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Shiatsu and Swimming

Shiatsu and Swimming Article Image.

I look forward to hosting my third open house this year at The Five Lights Center of Shiatsu in New York City on April 11th and teaching another Level 1 class next month.

I started the year talking about this season-winter/water, and the Five Element Theory in the first open house at The Five Lights Center. I have been asked to share how I feel about two skills that I teach, and the two are Shiatsu and swimming.

When I began studying shiatsu in the late 80's, I was very active in sports. I worked as a lifeguard and ran cross country and track in college. When I started to teach swimming for the continuing education departments at two colleges in the Bronx, I became an adjunct professor, and had to get used to being called 'professor'. I have coached swimmers of all levels, physical capabilities, and backgrounds. But, I consider teaching the swimmers with disabilities the most rewarding. I worked with a young man who had lost both of his legs, but in a short time, he was swimming a mile and more because I taught him how to use a 'pull buoy' using his arms to do the crawl stroke. He was swimming a mile without stopping that semester.

A few years ago, I was teaching a visually impaired college student. I became fascinated by how he 'listened' to the world through all his senses. To keep him from crashing into the wall at the end of a lap, I would tap the pool deck with a wrench, and he would glide into the wall unhurt. (Sound travels through water four and a half times faster than in air.) By the way, hearing is the organ associated with the water element. Eventually, I had three visually impaired swimmers training for their first triathlon.

When I began to teach swimming again after the pandemic, I decided to only work with the adult population. One thing I did differently, however, was to introduce Tai Chi movements to the students as the dry land warmed up before getting into the pool.

I have been studying Tai Chi for many years and in my teens I studied Karate. I became a certified Tai Chi Practice Leader last year at the Omega Institute for Holistic Studies. It was a big risk to do Tai Chi with my students because I did not know how they would respond, but I was happy to see that they embraced my philosophy. I simply believed that doing slow, deliberate movement with breathing and 'flow' on land, would translate to easier movement through the water. My main goal has always been to improve awareness of movement, awareness of the body's natural buoyancy, and specifically being comfortable in the streamlined position.


Another challenge I have is that many adults are not very active, especially after the pandemic. Yet there are more reasons people do not learn to swim early in life. Economics is a big factor as well as accessibility to a pool, but fear of the water is the biggest reason I come across. (The emotion connected to the water element is fear).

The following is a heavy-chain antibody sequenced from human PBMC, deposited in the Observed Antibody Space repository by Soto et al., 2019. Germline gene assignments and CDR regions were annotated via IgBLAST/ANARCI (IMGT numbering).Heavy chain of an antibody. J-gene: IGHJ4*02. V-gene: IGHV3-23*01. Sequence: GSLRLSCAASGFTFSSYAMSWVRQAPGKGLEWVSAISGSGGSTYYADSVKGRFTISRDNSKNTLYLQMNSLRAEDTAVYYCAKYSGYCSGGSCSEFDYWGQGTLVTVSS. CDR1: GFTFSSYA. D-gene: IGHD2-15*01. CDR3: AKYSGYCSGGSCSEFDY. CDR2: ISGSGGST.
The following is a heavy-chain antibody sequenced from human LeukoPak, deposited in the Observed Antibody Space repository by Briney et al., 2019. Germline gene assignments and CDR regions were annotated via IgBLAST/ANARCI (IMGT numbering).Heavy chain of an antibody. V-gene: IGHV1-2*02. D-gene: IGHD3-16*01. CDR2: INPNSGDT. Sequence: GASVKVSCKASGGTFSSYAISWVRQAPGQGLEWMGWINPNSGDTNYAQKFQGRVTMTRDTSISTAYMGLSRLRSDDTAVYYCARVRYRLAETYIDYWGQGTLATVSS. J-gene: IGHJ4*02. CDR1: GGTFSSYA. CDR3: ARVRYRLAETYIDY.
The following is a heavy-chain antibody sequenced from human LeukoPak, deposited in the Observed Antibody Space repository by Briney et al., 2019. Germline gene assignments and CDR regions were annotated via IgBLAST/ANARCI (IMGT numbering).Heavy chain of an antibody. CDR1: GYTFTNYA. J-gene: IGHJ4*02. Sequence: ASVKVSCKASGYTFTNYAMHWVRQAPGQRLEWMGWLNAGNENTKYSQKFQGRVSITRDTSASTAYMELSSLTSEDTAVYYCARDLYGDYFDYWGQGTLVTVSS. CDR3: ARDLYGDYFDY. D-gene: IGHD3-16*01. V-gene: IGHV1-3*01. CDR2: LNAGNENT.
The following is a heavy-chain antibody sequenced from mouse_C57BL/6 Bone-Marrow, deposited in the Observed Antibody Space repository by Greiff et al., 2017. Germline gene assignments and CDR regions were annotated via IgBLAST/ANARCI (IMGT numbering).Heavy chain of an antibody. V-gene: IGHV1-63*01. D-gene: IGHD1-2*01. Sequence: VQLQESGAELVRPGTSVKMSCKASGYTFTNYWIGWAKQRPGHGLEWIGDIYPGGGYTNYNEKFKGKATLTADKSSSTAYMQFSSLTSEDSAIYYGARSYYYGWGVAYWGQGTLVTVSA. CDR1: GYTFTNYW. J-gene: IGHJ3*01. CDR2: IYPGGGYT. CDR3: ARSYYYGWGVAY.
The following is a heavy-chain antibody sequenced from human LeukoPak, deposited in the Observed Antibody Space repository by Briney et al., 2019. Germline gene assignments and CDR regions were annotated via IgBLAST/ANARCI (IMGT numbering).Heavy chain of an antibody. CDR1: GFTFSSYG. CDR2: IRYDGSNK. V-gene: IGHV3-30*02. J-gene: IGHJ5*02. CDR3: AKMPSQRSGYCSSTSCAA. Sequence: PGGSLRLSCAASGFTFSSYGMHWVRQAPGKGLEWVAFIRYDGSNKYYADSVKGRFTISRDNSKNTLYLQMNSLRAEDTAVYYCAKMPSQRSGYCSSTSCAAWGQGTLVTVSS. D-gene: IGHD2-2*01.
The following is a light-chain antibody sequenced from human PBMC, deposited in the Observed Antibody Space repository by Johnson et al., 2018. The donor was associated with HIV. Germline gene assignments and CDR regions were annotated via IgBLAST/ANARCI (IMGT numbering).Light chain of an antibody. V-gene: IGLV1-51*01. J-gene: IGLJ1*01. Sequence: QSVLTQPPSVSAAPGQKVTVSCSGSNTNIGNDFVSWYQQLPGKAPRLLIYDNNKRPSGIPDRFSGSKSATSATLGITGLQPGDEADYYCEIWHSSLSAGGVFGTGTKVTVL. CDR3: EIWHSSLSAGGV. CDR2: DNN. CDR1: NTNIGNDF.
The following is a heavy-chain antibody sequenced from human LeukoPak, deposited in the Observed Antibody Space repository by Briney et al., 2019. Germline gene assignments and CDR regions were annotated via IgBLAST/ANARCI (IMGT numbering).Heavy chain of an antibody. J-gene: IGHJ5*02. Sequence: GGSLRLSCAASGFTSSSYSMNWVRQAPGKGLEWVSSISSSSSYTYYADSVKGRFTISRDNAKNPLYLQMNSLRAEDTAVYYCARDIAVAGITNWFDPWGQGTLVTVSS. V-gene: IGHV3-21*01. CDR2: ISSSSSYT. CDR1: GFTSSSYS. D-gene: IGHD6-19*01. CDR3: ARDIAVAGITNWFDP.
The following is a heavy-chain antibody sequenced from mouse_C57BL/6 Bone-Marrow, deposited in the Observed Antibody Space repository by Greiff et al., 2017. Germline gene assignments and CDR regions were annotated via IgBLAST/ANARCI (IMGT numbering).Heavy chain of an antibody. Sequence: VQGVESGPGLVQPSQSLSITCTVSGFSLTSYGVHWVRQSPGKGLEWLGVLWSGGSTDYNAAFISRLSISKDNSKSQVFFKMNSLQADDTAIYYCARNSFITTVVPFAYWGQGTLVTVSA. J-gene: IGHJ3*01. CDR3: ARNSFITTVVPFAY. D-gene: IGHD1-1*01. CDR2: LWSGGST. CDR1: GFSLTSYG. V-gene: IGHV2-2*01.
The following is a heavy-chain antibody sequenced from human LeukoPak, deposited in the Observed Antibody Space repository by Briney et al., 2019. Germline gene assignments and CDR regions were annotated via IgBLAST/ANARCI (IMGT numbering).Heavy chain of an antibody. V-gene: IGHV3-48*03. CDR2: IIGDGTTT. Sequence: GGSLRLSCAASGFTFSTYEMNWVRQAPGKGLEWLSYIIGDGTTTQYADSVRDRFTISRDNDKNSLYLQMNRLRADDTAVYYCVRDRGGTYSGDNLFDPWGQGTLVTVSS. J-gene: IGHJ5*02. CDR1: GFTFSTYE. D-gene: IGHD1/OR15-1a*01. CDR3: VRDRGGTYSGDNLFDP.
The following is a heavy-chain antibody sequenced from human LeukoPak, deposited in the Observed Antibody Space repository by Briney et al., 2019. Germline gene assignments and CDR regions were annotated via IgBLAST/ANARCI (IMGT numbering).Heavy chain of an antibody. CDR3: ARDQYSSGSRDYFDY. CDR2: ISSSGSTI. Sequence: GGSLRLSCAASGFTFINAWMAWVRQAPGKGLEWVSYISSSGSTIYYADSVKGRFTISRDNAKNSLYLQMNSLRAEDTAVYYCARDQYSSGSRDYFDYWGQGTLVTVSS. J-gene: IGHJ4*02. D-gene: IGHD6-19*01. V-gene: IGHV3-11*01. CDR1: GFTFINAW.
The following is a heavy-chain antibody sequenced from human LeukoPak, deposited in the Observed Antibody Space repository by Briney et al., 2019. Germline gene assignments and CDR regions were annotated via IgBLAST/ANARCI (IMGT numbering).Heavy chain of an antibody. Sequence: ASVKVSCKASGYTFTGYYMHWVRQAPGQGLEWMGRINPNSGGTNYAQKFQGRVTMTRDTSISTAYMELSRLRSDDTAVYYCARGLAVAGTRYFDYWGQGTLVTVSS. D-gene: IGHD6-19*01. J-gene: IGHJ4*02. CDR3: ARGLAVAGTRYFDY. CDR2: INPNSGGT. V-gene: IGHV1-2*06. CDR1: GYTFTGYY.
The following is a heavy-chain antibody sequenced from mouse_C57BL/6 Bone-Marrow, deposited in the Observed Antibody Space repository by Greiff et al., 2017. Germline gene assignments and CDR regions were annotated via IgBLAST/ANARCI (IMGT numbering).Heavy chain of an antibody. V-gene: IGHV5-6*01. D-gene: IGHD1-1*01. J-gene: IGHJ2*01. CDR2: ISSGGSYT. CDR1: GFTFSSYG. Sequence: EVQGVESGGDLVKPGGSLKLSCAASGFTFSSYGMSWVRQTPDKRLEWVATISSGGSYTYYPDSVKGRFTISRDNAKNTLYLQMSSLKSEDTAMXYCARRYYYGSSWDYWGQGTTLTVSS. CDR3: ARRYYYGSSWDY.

Many adults have deep-rooted fear and anxiety because of an unpleasant or traumatic experience early in life. I also realized that the swimming movements did not have to be perfect. As long as one is relaxed and can do some kind of rhythmic breathing comfortably, with coordinated arms or leg movement there will be progress through the water.

I will inevitably make comments related to water when I teach Shiatsu. For example, the 'crawl' or freestyle is one of the main swimming strokes. In shiatsu, we 'crawl' on the floor to learn how to move from the Hara. I want to impart to my students to be fluid in their movements.  Good posture, breathing, and relaxation are essential for fluid movement. New students are encouraged to 'move from the Hara'. Fitness experts say, "Move from your core."

In Tai Chi, it is "Move from the Tan Dien." Multiple forms of Tai Chi and Qi Gong reference water. In addition, many tsubos refer to water as well. Hopefully, I can share this knowledge with my students at the Five Lights Center. And sometimes it is good to not move, to just relax completely, as in floating, or in meditation. So many connections.

I am looking forward to teaching Level 1 this spring season.


About The Author:

Author Image of Jose Rios

Jose Rios began his study of bodywork in the late 1980's, and began his shiatsu training at the Ohashi Institute, graduating in 1993.  He is also a personal trainer and completed the Sports Massage training at the Swedish Institute. 


His interest in the healing arts led him to get certifications in Thai Massage, as well as Reiki. Jose recently became certified as a practice leader in Tai Chi and Qigong, through the Healer Within Foundation, an organization he has practiced and studied with for many years. 


Jose graduated from Lehman College in the Bronx and works there as an Adjunct Professor with the Continuing Education Department where he teaches the adult swimming classes year-round. 


Jose has been studying printmaking for more than ten years and continues to make and teach folk art, such as masks, dreamcatchers, and medicine wheels in his free time.     

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Rudy Lucas
Rudy Lucas
06 de abr.

Please forward details re Jose Rios April 11th Shiatsu & Swimming Open House.

Rudy Lucas


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